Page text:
Troops Ambivalent About Leaving Their Jobs, Families




 
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Troops Ambivalent About Leaving Their Jobs, Families
 
May 2nd, 2007  
Team Infidel
 
 

Topic: Troops Ambivalent About Leaving Their Jobs, Families


Troops Ambivalent About Leaving Their Jobs, Families
USA Today
May 1, 2007
Pg. 14


CAMP ATTERBURY, Ind. School teacher and high school coach Jason Snyder said he had mixed emotions when he learned that his National Guard unit would be among four that could deploy to Iraq early next year.
The Pentagon recently notified 13,000 troops in Arkansas, Indiana, Ohio and Oklahoma that they could be sent to Iraq in early 2008.
Many of the troops say they look forward to putting their military training to work but worry about how their children and spouses and the people who rely on them in their real jobs will handle the news.
"The hardest part is leaving the kids with a substitute teacher," Snyder says as he cleans his M-16 during a recent weekend training session here.
The National Guard differs from the regular Army or Air Force because Guard members are usually residents of the community where they are based, and they tend to have more local ties. They hold civilian jobs and their families tend to rely on whatever social networks they have rather than on the military's family support system.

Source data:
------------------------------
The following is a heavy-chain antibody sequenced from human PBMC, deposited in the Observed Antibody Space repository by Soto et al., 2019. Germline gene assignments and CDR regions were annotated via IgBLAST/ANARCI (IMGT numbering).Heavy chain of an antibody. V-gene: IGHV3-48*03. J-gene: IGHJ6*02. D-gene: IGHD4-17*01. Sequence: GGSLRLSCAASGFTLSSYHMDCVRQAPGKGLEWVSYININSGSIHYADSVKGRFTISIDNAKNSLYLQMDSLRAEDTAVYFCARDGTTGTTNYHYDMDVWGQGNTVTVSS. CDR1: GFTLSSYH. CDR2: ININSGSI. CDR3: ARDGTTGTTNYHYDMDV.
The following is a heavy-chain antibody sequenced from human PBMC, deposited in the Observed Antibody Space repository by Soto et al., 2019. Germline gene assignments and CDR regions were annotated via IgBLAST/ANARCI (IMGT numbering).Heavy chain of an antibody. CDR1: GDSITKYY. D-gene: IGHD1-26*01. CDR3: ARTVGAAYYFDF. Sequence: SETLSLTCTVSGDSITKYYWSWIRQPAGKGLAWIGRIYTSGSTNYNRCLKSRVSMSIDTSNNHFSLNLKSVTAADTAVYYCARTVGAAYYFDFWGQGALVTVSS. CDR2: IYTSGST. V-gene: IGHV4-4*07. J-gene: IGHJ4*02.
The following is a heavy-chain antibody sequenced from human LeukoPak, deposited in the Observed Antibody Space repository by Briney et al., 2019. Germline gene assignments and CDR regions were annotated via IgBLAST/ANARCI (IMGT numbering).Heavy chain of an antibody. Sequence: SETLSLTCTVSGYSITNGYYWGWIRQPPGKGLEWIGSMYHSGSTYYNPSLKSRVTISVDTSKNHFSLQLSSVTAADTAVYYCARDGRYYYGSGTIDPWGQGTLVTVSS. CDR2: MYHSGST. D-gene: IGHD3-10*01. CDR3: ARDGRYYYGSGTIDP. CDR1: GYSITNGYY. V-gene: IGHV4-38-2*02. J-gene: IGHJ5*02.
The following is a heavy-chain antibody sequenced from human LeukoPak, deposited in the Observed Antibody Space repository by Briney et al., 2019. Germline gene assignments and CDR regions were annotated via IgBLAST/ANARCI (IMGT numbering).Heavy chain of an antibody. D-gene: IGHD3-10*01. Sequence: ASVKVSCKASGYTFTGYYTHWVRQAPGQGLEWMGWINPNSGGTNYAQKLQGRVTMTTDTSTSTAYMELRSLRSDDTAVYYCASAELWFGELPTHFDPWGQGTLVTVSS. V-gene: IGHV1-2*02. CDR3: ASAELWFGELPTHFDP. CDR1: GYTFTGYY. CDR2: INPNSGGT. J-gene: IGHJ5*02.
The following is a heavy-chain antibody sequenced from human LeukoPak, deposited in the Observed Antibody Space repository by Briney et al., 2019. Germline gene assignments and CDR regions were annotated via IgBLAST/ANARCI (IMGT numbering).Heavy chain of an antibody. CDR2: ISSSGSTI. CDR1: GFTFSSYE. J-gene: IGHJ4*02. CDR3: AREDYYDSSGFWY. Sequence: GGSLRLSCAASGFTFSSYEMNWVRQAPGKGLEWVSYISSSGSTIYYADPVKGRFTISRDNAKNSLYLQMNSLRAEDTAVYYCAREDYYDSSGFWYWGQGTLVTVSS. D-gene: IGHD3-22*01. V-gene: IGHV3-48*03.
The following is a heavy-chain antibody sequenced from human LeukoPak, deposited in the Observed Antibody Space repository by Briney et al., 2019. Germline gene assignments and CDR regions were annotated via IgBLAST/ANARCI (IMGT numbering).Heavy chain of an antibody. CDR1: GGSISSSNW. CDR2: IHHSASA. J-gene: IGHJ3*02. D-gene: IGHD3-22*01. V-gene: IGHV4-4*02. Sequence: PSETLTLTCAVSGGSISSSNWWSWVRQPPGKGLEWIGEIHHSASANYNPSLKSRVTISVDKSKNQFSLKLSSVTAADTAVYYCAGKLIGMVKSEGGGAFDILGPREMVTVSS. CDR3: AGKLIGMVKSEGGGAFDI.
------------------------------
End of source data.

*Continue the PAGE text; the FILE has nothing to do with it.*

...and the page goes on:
Snyder, 29, has served nine years in the 76th Infantry Brigade Combat Team of the Indiana National Guard. He also teaches seventh-grade science and math and coaches basketball and football in Rochester, Ind.
Although he will miss his job and his family, Snyder, a captain, says he is looking forward to serving his country with people he came to trust when deployed to Kuwait and Iraq from 2003 to 2004.
"You build camaraderie you don't get teaching or coaching," he says.
Julia Slaughter, whose husband, Steve, joined the Guard in 1989, says she thought of it as people who responded to natural disasters. She says she "never thought in a million years" that the Indiana National Guard "could be deployed to the other side of the world." Then it happened.
Steve Slaughter says he can't leave the Guard: "It's a team. It would kind of be like walking out on your family."
Now their daughter Bailey wants to join the Guard, too.
"I have mixed feelings about that," he says.
By Oren Dorell
 


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